Draw the eye up even further (and keep a glare off the TV!) with window treatments that fit the room’s style. Think in layers: For large or floor-to-ceiling windows, consider a combination of sheer and heavier drapes; for smaller windows, a Roman shade and valance combo makes for simple style.

 

Stage 3: Give It the Wow Factor

Load the living room with items that take it to the next level.

 

Invest in a beautiful, well-made area rug. A large rug or two not only adds a layer of texture and pattern into your design, but it anchors furniture and defines smaller seating areas within larger rooms, Fiorito says.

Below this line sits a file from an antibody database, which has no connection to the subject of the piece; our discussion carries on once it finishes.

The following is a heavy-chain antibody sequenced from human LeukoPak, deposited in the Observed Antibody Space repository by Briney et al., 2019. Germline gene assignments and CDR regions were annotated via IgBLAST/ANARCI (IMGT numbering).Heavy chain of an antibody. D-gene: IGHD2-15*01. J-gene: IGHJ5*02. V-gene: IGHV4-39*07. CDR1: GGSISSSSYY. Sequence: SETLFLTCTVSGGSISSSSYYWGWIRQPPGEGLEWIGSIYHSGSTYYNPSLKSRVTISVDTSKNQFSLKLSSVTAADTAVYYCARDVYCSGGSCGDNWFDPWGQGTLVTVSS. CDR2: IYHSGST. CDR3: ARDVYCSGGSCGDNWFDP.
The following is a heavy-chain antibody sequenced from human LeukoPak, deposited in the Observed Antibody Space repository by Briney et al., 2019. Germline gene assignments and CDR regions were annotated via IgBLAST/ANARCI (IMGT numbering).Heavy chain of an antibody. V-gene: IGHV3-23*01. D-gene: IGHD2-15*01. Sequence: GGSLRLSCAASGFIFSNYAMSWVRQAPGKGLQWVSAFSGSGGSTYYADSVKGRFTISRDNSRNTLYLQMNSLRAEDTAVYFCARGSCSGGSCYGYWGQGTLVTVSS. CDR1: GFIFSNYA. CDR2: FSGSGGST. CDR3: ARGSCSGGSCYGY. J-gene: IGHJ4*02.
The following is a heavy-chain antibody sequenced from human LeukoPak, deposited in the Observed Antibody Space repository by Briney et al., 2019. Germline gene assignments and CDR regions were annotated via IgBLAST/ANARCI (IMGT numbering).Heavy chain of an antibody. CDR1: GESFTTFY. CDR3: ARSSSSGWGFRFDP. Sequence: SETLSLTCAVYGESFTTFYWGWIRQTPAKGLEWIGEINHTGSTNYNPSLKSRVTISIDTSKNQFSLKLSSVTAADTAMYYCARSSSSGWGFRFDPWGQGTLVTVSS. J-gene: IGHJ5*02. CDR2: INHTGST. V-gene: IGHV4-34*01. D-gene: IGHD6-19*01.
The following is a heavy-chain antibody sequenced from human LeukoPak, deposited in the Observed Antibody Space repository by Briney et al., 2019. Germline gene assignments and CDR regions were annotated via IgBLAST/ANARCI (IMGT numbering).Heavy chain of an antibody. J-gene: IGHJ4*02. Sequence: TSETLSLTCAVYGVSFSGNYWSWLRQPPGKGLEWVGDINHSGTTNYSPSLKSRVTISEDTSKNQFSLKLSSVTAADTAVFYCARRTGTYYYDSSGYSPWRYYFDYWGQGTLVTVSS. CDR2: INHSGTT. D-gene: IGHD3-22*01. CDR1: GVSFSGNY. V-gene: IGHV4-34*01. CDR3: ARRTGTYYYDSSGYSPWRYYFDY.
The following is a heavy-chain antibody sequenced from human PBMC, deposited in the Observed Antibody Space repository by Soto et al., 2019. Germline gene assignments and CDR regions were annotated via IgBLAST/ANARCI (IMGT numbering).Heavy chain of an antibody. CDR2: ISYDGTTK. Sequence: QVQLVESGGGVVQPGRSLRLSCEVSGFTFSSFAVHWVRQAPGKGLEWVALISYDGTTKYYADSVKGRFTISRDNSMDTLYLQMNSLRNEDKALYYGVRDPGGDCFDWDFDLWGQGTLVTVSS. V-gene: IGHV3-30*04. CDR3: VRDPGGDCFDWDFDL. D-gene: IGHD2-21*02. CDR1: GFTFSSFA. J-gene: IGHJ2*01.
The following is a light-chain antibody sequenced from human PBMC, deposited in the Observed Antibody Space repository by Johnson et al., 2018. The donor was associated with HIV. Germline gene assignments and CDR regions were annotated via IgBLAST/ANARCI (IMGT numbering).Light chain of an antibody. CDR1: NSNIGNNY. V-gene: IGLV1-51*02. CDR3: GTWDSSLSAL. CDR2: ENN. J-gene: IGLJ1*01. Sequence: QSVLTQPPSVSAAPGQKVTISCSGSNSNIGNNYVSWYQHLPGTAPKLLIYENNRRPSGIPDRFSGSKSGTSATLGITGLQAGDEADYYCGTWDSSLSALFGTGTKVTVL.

Then, turn your attention to the walls. If the space is small, consider hanging an oversize wall mirror; it’ll trick the eye and make the room feel more spacious. “Turn a wall into a gallery with framed photographic prints and/or canvas paintings,” Chiu says. “[Or] hang floating shelves and display your collectibles, kids’ artwork, travel souvenirs and books.”

 

Not all of the décor has to be framed: Use an oversized wall clock as a decorative element, or position a clock in a focal point, like a mantel. Candles or a centerpiece bowl add style to a coffee table. Chiu suggests accessorizing with plants, vases and small sculptures, and crowning furniture with accent pillows or throws in bold, colorful designs that be swapped out as your tastes change.